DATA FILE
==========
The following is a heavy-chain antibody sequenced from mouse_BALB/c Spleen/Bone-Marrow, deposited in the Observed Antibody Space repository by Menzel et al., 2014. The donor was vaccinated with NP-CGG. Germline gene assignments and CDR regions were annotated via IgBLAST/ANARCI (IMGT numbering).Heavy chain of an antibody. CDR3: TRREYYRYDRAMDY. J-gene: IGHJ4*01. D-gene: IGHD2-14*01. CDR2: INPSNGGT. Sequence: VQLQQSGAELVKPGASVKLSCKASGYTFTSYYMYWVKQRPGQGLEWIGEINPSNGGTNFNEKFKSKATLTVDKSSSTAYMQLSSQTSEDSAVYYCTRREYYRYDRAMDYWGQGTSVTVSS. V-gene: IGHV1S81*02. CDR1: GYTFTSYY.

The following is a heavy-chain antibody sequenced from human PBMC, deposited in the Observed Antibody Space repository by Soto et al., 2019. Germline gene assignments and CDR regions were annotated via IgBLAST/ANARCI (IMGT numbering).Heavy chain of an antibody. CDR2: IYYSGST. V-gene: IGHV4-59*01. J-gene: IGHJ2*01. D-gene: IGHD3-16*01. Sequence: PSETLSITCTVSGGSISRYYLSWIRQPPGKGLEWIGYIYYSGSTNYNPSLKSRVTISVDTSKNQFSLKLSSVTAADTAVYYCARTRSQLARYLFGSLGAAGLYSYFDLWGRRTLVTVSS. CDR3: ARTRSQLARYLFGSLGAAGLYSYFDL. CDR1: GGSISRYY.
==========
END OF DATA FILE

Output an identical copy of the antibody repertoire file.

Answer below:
The following is a heavy-chain antibody sequenced from mouse_BALB/c Spleen/Bone-Marrow, deposited in the Observed Antibody Space repository by Menzel et al., 2014. The donor was vaccinated with NP-CGG. Germline gene assignments and CDR regions were annotated via IgBLAST/ANARCI (IMGT numbering).Heavy chain of an antibody. CDR3: TRREYYRYDRAMDY. J-gene: IGHJ4*01. D-gene: IGHD2-14*01. CDR2: INPSNGGT. Sequence: VQLQQSGAELVKPGASVKLSCKASGYTFTSYYMYWVKQRPGQGLEWIGEINPSNGGTNFNEKFKSKATLTVDKSSSTAYMQLSSQTSEDSAVYYCTRREYYRYDRAMDYWGQGTSVTVSS. V-gene: IGHV1S81*02. CDR1: GYTFTSYY.

The following is a heavy-chain antibody sequenced from human PBMC, deposited in the Observed Antibody Space repository by Soto et al., 2019. Germline gene assignments and CDR regions were annotated via IgBLAST/ANARCI (IMGT numbering).Heavy chain of an antibody. CDR2: IYYSGST. V-gene: IGHV4-59*01. J-gene: IGHJ2*01. D-gene: IGHD3-16*01. Sequence: PSETLSITCTVSGGSISRYYLSWIRQPPGKGLEWIGYIYYSGSTNYNPSLKSRVTISVDTSKNQFSLKLSSVTAADTAVYYCARTRSQLARYLFGSLGAAGLYSYFDLWGRRTLVTVSS. CDR3: ARTRSQLARYLFGSLGAAGLYSYFDL. CDR1: GGSISRYY.